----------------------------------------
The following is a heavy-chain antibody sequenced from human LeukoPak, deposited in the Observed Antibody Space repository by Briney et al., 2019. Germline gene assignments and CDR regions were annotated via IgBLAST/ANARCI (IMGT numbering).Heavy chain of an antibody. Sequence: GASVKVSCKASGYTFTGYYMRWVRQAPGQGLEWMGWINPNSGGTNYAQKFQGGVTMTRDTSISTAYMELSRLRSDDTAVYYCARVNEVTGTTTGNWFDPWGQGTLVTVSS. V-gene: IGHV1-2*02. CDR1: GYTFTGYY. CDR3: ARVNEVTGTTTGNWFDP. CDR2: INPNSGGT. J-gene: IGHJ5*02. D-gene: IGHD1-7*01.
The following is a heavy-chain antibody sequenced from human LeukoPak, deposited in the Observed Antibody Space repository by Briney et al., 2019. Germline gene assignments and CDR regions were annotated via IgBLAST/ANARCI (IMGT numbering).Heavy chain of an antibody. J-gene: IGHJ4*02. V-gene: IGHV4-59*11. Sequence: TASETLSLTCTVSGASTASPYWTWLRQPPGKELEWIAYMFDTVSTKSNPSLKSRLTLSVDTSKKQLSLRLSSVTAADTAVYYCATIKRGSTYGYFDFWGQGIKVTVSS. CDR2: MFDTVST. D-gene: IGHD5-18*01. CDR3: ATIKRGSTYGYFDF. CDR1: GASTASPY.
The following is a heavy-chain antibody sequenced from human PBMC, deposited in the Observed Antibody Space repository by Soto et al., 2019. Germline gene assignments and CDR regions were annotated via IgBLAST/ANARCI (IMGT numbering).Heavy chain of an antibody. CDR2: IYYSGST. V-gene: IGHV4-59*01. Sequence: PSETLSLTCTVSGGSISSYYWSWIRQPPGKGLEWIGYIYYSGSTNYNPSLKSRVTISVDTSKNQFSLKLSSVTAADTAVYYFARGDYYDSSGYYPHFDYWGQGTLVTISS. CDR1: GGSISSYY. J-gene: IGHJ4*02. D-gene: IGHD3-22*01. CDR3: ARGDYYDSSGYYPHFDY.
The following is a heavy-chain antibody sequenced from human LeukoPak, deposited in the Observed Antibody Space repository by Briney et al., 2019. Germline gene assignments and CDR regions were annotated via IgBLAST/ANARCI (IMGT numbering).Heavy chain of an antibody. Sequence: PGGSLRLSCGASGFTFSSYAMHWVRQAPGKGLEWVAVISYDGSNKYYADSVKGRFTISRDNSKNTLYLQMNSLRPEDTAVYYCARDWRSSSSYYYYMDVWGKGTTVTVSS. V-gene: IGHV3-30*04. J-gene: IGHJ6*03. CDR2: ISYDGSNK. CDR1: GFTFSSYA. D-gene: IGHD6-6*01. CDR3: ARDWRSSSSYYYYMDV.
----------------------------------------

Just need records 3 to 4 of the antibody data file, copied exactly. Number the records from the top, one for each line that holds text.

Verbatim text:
The following is a heavy-chain antibody sequenced from human PBMC, deposited in the Observed Antibody Space repository by Soto et al., 2019. Germline gene assignments and CDR regions were annotated via IgBLAST/ANARCI (IMGT numbering).Heavy chain of an antibody. CDR2: IYYSGST. V-gene: IGHV4-59*01. Sequence: PSETLSLTCTVSGGSISSYYWSWIRQPPGKGLEWIGYIYYSGSTNYNPSLKSRVTISVDTSKNQFSLKLSSVTAADTAVYYFARGDYYDSSGYYPHFDYWGQGTLVTISS. CDR1: GGSISSYY. J-gene: IGHJ4*02. D-gene: IGHD3-22*01. CDR3: ARGDYYDSSGYYPHFDY.
The following is a heavy-chain antibody sequenced from human LeukoPak, deposited in the Observed Antibody Space repository by Briney et al., 2019. Germline gene assignments and CDR regions were annotated via IgBLAST/ANARCI (IMGT numbering).Heavy chain of an antibody. Sequence: PGGSLRLSCGASGFTFSSYAMHWVRQAPGKGLEWVAVISYDGSNKYYADSVKGRFTISRDNSKNTLYLQMNSLRPEDTAVYYCARDWRSSSSYYYYMDVWGKGTTVTVSS. V-gene: IGHV3-30*04. J-gene: IGHJ6*03. CDR2: ISYDGSNK. CDR1: GFTFSSYA. D-gene: IGHD6-6*01. CDR3: ARDWRSSSSYYYYMDV.